I had never read that account from Témoris Grecko before. It certainly is troubling in light of Logan’s past irresponsible reporting from Iraq and her shameful Benghazi story on 60 minutes. Now you’ve piqued my interest.

BostonBoomer
 
BostonBoomer: I know on Skydancing you asked why any woman should have to discuss being assaulted, even if she wasn't raped. I would disagree. Let me put it to you this way:

We are talking about a very tense time...literally, a revolutionary period. Also a period of great angst here in the U.S. The right-wing sites and the anti-Islamic sites were peddling vile and disgusting tales designed to make Arab men (or Egyptian men, or Islamic men) seem like uncontrollable animals.

Why didn't Lara Logan set the record straight earlier? Wouldn't YOU have done so? Even if the real events were highly uncomfortable to talk about, wouldn't you feel compelled to tell the world: "No, they did not remove my nipple. No, they did not rape me for three hours."

Plus, the Grecko account indicates that she was jostled at worst, and a phalanx of men quickly protected her. If he's right -- well, come on. Look, I'm sorry, but what Grecko talks about simply is not that traumatic.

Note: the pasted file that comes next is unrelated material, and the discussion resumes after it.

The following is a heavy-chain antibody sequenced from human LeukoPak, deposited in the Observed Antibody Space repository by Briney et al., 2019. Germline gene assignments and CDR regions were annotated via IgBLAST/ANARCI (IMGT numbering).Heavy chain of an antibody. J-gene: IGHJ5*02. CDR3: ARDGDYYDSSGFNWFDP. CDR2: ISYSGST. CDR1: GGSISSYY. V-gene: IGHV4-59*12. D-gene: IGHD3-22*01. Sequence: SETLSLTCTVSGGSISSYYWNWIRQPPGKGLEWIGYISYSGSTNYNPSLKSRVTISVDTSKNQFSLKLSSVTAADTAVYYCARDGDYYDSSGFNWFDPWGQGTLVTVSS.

I just don't think that we can point to Logan's "trauma" as the reason why she allowed so many clearly false stories to circulate so widely. Perhaps that makes me sound like a hardass. Sorry. I don't mean to be cruel, but when an entire religion/nationality/race is being smeared -- well, that's important. One has a responsibility to get the truth on the record ASAP.
 
"being dragged and pushed."

"...what Grecko talks about simply is not that traumatic."

I beg to disagree. Being dragged certainly could be traumatic to many women. Most men have not had the experience of being viewed as a subject for physical violence based merely on body shape.

OTOH, trauma is not an excuse for untruthfulness.